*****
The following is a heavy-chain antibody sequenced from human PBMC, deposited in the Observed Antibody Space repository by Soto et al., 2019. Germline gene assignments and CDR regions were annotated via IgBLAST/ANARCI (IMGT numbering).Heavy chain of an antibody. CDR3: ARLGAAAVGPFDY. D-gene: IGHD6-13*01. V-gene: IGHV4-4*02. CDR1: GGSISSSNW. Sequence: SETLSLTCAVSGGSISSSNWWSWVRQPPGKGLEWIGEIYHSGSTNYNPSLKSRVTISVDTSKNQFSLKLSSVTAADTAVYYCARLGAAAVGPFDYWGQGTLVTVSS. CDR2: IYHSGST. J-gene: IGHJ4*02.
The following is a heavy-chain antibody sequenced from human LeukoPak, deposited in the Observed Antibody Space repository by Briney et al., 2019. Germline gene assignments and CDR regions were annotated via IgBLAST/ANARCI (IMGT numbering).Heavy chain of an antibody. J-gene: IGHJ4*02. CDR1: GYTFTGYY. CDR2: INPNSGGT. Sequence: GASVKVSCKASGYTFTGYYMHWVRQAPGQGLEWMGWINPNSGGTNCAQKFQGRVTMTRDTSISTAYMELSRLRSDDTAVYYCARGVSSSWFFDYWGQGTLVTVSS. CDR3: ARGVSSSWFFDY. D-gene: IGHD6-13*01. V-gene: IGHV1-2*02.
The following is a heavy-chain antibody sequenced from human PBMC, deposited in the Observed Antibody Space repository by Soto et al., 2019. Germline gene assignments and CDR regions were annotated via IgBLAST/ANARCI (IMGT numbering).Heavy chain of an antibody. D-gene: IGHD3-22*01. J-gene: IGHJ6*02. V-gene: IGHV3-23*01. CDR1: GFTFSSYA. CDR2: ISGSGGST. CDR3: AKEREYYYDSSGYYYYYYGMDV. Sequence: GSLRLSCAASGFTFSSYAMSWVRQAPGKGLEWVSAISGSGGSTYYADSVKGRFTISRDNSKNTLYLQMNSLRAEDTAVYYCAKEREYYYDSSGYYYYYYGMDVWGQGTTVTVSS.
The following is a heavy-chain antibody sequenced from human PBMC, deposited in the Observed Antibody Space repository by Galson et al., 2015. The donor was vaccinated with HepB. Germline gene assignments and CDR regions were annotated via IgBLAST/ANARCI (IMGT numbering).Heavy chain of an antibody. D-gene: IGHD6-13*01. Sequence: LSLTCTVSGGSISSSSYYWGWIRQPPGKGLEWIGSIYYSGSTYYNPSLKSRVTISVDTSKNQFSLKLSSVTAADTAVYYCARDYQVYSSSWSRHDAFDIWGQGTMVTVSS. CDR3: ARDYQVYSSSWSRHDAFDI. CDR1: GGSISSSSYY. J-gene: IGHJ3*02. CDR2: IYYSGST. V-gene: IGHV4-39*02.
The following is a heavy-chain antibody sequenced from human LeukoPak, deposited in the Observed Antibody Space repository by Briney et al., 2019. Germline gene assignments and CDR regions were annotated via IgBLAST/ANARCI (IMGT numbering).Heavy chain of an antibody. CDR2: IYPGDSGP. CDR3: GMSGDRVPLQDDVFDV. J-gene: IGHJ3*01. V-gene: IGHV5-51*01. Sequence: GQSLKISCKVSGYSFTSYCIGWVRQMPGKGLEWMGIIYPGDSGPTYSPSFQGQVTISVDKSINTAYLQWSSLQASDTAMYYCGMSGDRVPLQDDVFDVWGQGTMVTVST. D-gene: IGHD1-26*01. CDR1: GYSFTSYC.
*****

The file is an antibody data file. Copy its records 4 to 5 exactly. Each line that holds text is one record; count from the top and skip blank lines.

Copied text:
The following is a heavy-chain antibody sequenced from human PBMC, deposited in the Observed Antibody Space repository by Galson et al., 2015. The donor was vaccinated with HepB. Germline gene assignments and CDR regions were annotated via IgBLAST/ANARCI (IMGT numbering).Heavy chain of an antibody. D-gene: IGHD6-13*01. Sequence: LSLTCTVSGGSISSSSYYWGWIRQPPGKGLEWIGSIYYSGSTYYNPSLKSRVTISVDTSKNQFSLKLSSVTAADTAVYYCARDYQVYSSSWSRHDAFDIWGQGTMVTVSS. CDR3: ARDYQVYSSSWSRHDAFDI. CDR1: GGSISSSSYY. J-gene: IGHJ3*02. CDR2: IYYSGST. V-gene: IGHV4-39*02.
The following is a heavy-chain antibody sequenced from human LeukoPak, deposited in the Observed Antibody Space repository by Briney et al., 2019. Germline gene assignments and CDR regions were annotated via IgBLAST/ANARCI (IMGT numbering).Heavy chain of an antibody. CDR2: IYPGDSGP. CDR3: GMSGDRVPLQDDVFDV. J-gene: IGHJ3*01. V-gene: IGHV5-51*01. Sequence: GQSLKISCKVSGYSFTSYCIGWVRQMPGKGLEWMGIIYPGDSGPTYSPSFQGQVTISVDKSINTAYLQWSSLQASDTAMYYCGMSGDRVPLQDDVFDVWGQGTMVTVST. D-gene: IGHD1-26*01. CDR1: GYSFTSYC.